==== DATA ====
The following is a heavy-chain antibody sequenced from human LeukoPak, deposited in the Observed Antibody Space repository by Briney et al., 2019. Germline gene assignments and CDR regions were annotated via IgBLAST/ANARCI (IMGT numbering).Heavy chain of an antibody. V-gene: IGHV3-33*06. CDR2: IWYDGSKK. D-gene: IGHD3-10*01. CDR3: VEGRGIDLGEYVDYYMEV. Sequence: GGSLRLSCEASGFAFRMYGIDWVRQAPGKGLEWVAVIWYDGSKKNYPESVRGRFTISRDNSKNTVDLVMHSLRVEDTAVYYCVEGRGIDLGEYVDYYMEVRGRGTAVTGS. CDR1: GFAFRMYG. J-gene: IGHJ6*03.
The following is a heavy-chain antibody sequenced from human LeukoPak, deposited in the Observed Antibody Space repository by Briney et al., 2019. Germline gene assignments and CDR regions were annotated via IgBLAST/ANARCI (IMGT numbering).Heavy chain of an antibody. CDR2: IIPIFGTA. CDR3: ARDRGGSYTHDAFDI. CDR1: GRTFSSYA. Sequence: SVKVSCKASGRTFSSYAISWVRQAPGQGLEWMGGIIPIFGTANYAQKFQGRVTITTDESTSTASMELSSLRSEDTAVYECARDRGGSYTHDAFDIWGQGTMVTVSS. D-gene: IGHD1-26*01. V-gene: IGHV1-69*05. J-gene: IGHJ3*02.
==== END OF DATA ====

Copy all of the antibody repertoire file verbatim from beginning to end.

The following is a heavy-chain antibody sequenced from human LeukoPak, deposited in the Observed Antibody Space repository by Briney et al., 2019. Germline gene assignments and CDR regions were annotated via IgBLAST/ANARCI (IMGT numbering).Heavy chain of an antibody. V-gene: IGHV3-33*06. CDR2: IWYDGSKK. D-gene: IGHD3-10*01. CDR3: VEGRGIDLGEYVDYYMEV. Sequence: GGSLRLSCEASGFAFRMYGIDWVRQAPGKGLEWVAVIWYDGSKKNYPESVRGRFTISRDNSKNTVDLVMHSLRVEDTAVYYCVEGRGIDLGEYVDYYMEVRGRGTAVTGS. CDR1: GFAFRMYG. J-gene: IGHJ6*03.
The following is a heavy-chain antibody sequenced from human LeukoPak, deposited in the Observed Antibody Space repository by Briney et al., 2019. Germline gene assignments and CDR regions were annotated via IgBLAST/ANARCI (IMGT numbering).Heavy chain of an antibody. CDR2: IIPIFGTA. CDR3: ARDRGGSYTHDAFDI. CDR1: GRTFSSYA. Sequence: SVKVSCKASGRTFSSYAISWVRQAPGQGLEWMGGIIPIFGTANYAQKFQGRVTITTDESTSTASMELSSLRSEDTAVYECARDRGGSYTHDAFDIWGQGTMVTVSS. D-gene: IGHD1-26*01. V-gene: IGHV1-69*05. J-gene: IGHJ3*02.